STEVE WHARTON stood in the belly of 15th Street station, waiting for the Broad Street Line, wearing a green Eagles jersey and a matching hat.
He was among the first Eagles fans to arrive at Lincoln Financial Field on Sunday morning, for the Eagles' first open training camp of the year. Fans began to stream into the stadium just after eight o'clock.
Wharton was born and raised in northeast Philly. His jersey, number 32, has his last name stitched across his shoulder blades. It used to be a Ricky Watters jersey, he explained, but Watters' final season with the Eagles rubbed him the wrong way.
"For who, for what?" Wharton said, and he rolled his eyes.
Wharton walked up the stairs and emerged at the stadium complex, and dark gray rain clouds continued to recede. He was coming either way, he said, but he was glad the rain had stopped.
A woman wearing a black Malcolm Jenkins T-shirt chimed in.
"The Lord blessed us with good weather today" she said, "just for this."
New season, same Eagles fans.
The upcoming season represents a blank slate to Wharton, a fresh start after the brutal frustration of Chip Kelly's swan song.
"Chip drove me (bleeping) nuts," Wharton said. "(Doug) Pederson is an upgrade, for sure."
Not every Eagles fan at the Linc was so confident in the team's new head coach.
John Marion, a Cherry Hill, N.J., native, arrived at the stadium just after eight. He and his three sons camped out in the front row of section 118. John wore a white Carson Wentz jersey, a Father's Day gift from his oldest son, J.C.
The Marions believe in Wentz, John said. He seems to have all the tools. His son, Alex, thinks Wentz is better than No. 1 overall pick Jared Goff.
But what about Pederson?
"He makes me nervous," Marion said, chuckling. "If he's Andy Reid's protégé, won't you get the good and the bad?"
Still, John feels good about the direction the team is heading. He liked the Eagles re-signing Fletcher Cox to a extension. The whole family did, really; he's one of their favorite neighbors. The defensive lineman lives just a few houses down from the Marions. Cox rides his bike often, John said, and is great with the kids in the neighborhood.
"We're just hoping he doesn't take that money and move to a nicer house," Marion said.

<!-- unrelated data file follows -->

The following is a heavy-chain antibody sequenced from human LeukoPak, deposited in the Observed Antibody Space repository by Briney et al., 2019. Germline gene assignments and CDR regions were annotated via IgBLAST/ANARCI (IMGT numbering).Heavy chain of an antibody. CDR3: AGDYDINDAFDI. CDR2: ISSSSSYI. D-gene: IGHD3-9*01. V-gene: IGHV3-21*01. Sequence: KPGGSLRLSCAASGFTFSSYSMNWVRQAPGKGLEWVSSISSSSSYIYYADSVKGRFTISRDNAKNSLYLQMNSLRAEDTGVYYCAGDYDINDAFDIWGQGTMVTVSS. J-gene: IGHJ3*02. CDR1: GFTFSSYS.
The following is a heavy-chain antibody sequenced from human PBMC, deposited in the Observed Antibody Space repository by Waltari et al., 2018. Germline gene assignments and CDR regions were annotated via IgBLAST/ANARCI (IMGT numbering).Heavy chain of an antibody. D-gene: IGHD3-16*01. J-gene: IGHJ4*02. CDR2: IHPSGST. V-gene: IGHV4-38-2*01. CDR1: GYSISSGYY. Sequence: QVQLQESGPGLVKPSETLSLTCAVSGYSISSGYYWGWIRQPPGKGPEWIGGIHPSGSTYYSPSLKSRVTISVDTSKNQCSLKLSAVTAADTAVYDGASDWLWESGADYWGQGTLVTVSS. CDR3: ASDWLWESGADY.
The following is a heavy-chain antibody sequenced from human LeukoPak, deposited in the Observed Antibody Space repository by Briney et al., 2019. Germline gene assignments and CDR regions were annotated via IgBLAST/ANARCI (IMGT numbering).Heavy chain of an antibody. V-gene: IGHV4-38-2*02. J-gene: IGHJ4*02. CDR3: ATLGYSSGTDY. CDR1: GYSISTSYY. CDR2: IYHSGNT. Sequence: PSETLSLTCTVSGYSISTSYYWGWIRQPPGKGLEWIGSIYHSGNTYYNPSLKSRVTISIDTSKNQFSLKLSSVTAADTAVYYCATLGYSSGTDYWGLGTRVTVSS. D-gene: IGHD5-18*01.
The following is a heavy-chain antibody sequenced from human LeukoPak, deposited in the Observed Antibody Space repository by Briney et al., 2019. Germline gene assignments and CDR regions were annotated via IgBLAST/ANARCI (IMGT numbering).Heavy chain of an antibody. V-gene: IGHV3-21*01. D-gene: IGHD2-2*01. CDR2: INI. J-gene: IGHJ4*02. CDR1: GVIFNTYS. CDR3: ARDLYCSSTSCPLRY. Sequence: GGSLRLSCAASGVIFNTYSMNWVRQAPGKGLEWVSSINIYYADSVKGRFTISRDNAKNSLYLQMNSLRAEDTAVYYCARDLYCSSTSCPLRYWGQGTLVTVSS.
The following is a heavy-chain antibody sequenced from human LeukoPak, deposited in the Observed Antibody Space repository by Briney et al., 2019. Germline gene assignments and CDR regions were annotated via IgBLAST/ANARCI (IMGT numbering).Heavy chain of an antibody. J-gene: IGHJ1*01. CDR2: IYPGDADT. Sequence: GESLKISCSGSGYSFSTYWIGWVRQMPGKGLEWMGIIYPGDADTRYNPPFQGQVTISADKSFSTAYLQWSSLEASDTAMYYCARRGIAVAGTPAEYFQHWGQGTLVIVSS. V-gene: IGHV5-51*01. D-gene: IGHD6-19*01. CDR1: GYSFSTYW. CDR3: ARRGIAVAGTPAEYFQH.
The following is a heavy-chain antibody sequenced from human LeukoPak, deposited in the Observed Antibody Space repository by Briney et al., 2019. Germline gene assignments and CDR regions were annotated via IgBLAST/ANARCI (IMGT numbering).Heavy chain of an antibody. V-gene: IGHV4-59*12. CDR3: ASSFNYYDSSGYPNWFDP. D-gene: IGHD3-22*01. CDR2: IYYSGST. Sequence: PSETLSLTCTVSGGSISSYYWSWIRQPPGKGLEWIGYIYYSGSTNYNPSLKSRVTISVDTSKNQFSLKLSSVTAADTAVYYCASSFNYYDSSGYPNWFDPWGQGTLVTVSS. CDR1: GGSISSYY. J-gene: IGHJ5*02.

John looked around the stadium, an hour before practice. He was surprised to see the stands so empty.
Last summer, the team's second open practice drew a staggering 43,000 fans. The attendance didn't come close to matching that figure Sunday. The threat of rain may have scared off a few people. The early-morning Sunday start time may have done the same.
But nothing could deter one family of North Dakota natives.
Mike, LeAnn, and Kennedy Hunke woke up at five o'clock Sunday morning, jumped in their car in Howard County, Md., and drove two hours to Philadelphia to watch Wentz practice.
Mike and LeAnn both grew up in Bismarck, N.D., the same town Wentz was born in 23 years ago. They both attended North Dakota State University, where Wentz played football. And now their daughter, Kennedy, is a sophomore at the same school. Last year, she occasionally sat at the same dining hall table as Wentz.
In North Dakota, Mike and LeAnn explained, most people are Vikings fans when they root for an NFL team.
But Wentz is so likable, they said they might end up rooting for the Eagles this season. They'll certainly be pulling for the man himself.
"He's just a good old North Dakota boy," LeAnn said. "He seems to take everything in stride."
Fans could been seen wearing No. 11 in the parking lots, concourses, and stands. Everywhere you looked, a replica jersey or heather-gray T-shirt bore the number and name of the franchise's hopeful savior.
When Wentz completed a fairly routine out-route to Xavier Rush just before 11 o'clock, the crowd roared. There didn't seem to be as much interest in Sam Bradford, the starting quarterback who led a 7-on-7 drill at the other end of the field.
The rookie was the main attraction Sunday, as he will likely be during the first preseason game against visiting Tampa Bay on Aug. 11, and the second open practice on Aug. 14.
Whether he will actually play this season, however, is of course a much different question.
"I hope Wentz doesn't play this year," Marion said. "If he doesn't, that means the Eagles are winning."
For now, Eagles fans seem content to devour Wentz's practices, don his jerseys, and prepare for a season in which they won't see much of the team's most popular backup.